The “View” tab also controls the display of individual frames or the overlay view of frames. If the frames are overlaid, you can overlay all of them or just a few by selecting the desired sequence of frames. You may want to select a reference frame from anywhere in the population of frames, and overlay a subset of the frames over it. For example, if frame number 12 (out of a population of 100) is the selected frame of interest, you can overlay and compare it to the sequence of 20 more frames starting at frame 13. The reference frame can be any frame, but is often the first frame in the acquisition.
On Tektronix MSO/DPO5000, DPO7000, and MSO/DSA/DPO70000 Series oscilloscopes, the third section, or “Analyze” tab, of the FastFrame Segmented Memory control menu provides three methods to analyze the FastFrame results. “Save Trigger Timestamp Table” records the time stamps for the reference frame and the selected frame(s) as well as the time difference between the reference and each subsequent frame. The time stamps are displayed in a format that shows date (day, month, year), clock time (hours, minutes, seconds) and fractions of seconds (milliseconds, microseconds, nanoseconds, picoseconds). This is valuable information for data logging and analysis using Excel, MATLAB or custom applications that can read comma-delimited data points.
The “Frame Data Calculator” performs a similar function as the “Save Trigger Timestamp Table.” However, it does not save the data to a separate file, but displays it in the field labeled “Time Delta between Frames.” This is the time difference between the selected reference frame from any signal source and the selected frame from the same or another source.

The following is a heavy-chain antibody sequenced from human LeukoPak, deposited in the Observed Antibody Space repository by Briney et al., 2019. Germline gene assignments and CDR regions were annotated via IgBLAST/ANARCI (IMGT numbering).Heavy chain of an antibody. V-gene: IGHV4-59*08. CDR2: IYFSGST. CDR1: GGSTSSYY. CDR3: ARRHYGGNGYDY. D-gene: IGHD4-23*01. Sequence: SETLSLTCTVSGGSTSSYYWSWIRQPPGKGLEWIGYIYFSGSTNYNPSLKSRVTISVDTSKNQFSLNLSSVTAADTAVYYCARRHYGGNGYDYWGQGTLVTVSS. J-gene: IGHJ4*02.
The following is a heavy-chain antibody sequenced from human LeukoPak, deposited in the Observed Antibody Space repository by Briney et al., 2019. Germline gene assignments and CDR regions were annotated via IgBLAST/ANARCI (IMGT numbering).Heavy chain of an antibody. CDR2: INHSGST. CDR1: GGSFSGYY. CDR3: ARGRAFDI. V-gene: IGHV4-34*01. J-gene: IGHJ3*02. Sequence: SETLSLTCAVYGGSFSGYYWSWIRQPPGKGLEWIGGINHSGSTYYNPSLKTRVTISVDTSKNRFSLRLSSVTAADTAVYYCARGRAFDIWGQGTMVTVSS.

The third tool in this menu is the “Frame Finder.” When an overlay of frames is selected, the “Start” button of this tool divides the selected frames into smaller groups of frames. As it displays each of the smaller groups, you determine whether the frame of interest is in the displayed group. By narrowing down the selection, the “Frame Finder” enables you to drill down to the frames of interest from a large selection, without viewing each frame individually
Finding Abnormal Events in a Serial Signal
Designing and debugging complex systems are more challenging than ever due to the increased speeds of serial communication protocols. Small abnormalities that disturb communication circuitry are more prevalent and harder to find and isolate than ever before.
Figure 6 shows a serial communication signal on a Tektronix DPO7254 oscilloscope. An encoding error is suspected to be in the signal.
The high sample rate and long record length of the DPO7254 enable it to capture a large number of data points over a sufficiently long period of time, which increases the probability of identifying elusive abnormalities in the signal. And through the use of its “FastAcq” high-speed waveform acquisition mode and FastFrame Segmented Memory, the instrument quickly provides visual clues of waveform elements warranting further investigation.
With FastFrame Segmented Memory, 1000 frames of the signal are captured while maintaining a high sample rate as well as suitable time/div and record length settings. The frames can be scrolled through individually; however, this process can be time-consuming and tedious for 1000 frames. To expedite a comparison of the frames, an overlay of all frames displays occurrences of frequency through color coding. This allows you to quickly and visually see frequency abnormalities within a waveform, pinpointing areas for further analysis.